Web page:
• November

    7

    2018
  • 90
  • 0
Designing Homes for Aging in Place

Designing Homes for Aging in Place

Senior citizens make up the fastest-growing demographic in the U.S., with a population that’s expected to double in size by 2050. And almost 90% of seniors want to stay in their homes throughout the aging process.

Few, however, plan for that in advance. No one likes to think about the possibility of losing mobility and independence, or of needing additional assistance. Nor do many healthy, active, middle-aged homeowners like the idea of a home that’s obviously been modified for a future that’s still a decade or two down the road.

Middle age, however, is the perfect time to start thinking about aging in place, especially for people who are building a new home. In fact, Susan Wright, who serves on the AIA New York Chapter Design for Aging Committee, suggests exactly that for clients who are building a new home during their 50s or 60s.

Fortunately, with the growing popularity of sustainable and accessible design, it’s easier than ever to help clients create a space that will meet their changing needs over the years.

 Stylish designs for aging in place

Consider these options for clients who want to plan for the future while ensuring style, comfort and functionality for today.

 Space

A key concern for older homeowners is maneuverability. Whether they’re using a walker or a wheelchair, they need space to turn around and change directions. Fortunately, open and accessible floor plans are incredibly popular, providing easy passage from kitchen to dining room to great room, and eliminating doors and hallways in those areas.

In areas of the home where doors and hallways are necessary, making them wider than normal facilitates maneuverability without drawing attention to it. The extra width blends seamlessly into the overall open floor plan

Storage

Who doesn’t want more storage? It’s a feature highlighted in listings any time a home with extra storage space goes on the market. So make use of what’s often wasted space by creating low storage areas that can be easily reached by someone in a wheelchair. It will be appreciated by the next owner, who may never realize it was designed with accessibility in mind.

 Accessibility

To remain independent, homeowners need to be able to easily access and use the home’s essential features.

That, too, can be accomplished with elements that look like a natural part of the home’s design:

-Bathroom sinks or vanities with plenty of knee clearance underneath

-Staggered kitchen islands so that work surfaces are accessible to people with differing needs

-Lights triggered by motion sensors or controlled by smart home devices

-A built-in seat in the shower

-Universal design principles like no-barrier, zero-step entryways and showers

-Electrical outlets that are 18 to 24 inches above the floor, reducing the need to bend down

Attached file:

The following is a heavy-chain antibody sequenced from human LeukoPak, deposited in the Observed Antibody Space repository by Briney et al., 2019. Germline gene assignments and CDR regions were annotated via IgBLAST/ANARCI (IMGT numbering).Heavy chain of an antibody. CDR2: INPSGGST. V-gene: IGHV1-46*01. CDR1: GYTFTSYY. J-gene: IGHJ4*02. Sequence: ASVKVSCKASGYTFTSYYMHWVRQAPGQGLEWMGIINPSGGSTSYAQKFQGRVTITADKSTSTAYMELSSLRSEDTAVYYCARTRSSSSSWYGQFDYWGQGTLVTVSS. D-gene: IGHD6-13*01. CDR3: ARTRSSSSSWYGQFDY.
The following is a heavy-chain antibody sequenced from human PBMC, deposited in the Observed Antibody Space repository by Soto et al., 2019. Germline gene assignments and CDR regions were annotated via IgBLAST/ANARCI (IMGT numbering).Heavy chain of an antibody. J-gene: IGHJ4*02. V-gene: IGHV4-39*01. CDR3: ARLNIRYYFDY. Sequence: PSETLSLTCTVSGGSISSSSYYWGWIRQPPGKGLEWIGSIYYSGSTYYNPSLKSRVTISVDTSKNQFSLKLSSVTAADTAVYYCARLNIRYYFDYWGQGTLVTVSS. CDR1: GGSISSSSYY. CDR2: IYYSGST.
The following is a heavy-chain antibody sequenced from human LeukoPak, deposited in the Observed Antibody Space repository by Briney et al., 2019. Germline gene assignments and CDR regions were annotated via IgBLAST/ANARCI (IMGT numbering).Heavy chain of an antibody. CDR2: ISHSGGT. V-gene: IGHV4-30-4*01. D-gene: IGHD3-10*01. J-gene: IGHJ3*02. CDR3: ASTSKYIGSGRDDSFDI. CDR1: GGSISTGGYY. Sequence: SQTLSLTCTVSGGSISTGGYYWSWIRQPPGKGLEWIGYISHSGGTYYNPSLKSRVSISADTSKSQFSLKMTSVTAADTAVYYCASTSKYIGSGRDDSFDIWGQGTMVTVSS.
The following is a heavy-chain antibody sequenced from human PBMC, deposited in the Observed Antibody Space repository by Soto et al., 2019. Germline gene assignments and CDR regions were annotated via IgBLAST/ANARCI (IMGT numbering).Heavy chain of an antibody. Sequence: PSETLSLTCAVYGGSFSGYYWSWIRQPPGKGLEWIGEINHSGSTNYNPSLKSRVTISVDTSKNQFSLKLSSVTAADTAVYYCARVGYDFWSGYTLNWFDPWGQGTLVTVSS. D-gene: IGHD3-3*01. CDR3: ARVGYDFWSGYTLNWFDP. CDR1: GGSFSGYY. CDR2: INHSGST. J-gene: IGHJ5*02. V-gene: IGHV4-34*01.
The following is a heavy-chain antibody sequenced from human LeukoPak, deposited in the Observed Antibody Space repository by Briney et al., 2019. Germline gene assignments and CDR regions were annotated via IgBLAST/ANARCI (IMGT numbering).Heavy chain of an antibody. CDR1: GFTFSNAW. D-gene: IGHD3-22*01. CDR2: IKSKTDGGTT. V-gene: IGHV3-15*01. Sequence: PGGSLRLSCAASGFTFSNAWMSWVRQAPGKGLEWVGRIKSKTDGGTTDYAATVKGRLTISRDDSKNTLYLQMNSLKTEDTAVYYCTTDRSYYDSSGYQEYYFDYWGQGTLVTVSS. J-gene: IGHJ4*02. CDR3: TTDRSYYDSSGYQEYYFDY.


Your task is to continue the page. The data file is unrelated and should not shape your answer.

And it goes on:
Ease of maintenance

The need to do household chores shouldn’t be the thing that forces retirees out of their homes. There are several design elements that can reduce the burden of maintenance.

Around the interior of the home, LED light fixtures can replace standard fixtures, because they require less frequent bulb changes. Quartz countertops are resistant to stains and scratches, are more durable, and require less cleaning and maintenance than granite.

Landscape design should minimize the need for upkeep and should include elements like raised planter beds, which make it easier to garden without having to bend all the way to the ground. Irrigation systems will also eliminate the need to move any hoses or sprinklers. Homeowners can make landscaping even easier by not using grass (reducing the need for mowing) or trees that shed their leaves (reducing the need for raking).

And choosing a low-maintenance exterior construction material like ICF blocks reduces the need for repairs, ultimately saving homeowners money over the life of their home.

 Safety

Safety features are also a concern for homeowners planning to age in place. There are a number of solutions that optimize safety and easy access for homeowners in a manner that aligns with their personal style.

Reduce trip hazards by eliminating level changes whenever possible. Where level changes are unavoidable, draw attention to the change in height with a visual signal like a change in color or pattern.

Avoid flooring materials that inhibit depth perception, like busy patterns or surfaces that are prone to glare. Choose flooring materials that minimize slips and falls and offer as soft a landing as possible. While carpeting is soft, for example, the thick pile can be a trip hazard for homeowners with mobility challenges. Good options include cork, rubber and linoleum.

Designers should anticipate that homeowners may slip and reach for something to break their fall. Add design elements like chair rails and shelving that can be used for support, and make sure they’re capable of bearing the weight. To avoid kitchen injuries, cabinets shouldn’t be installed over the cooktop.

Designers should also choose construction materials manufactured to withstand storms, fire or other disasters. Since aging homeowners may have a reduced ability to respond to an emergency, design the home itself to provide as much protection as possible.

Solutions for the Life of the Home

Designing for aging in place combines the best features of universal design, accessibility and flexible design to create a home that will provide shelter, comfort and pleasure for years to come.

With the vast majority of homeowners hoping to stay in their homes as they age, your goal is to design a home that meets your clients’ interests now, while also accommodating needs that may pop up down the road.

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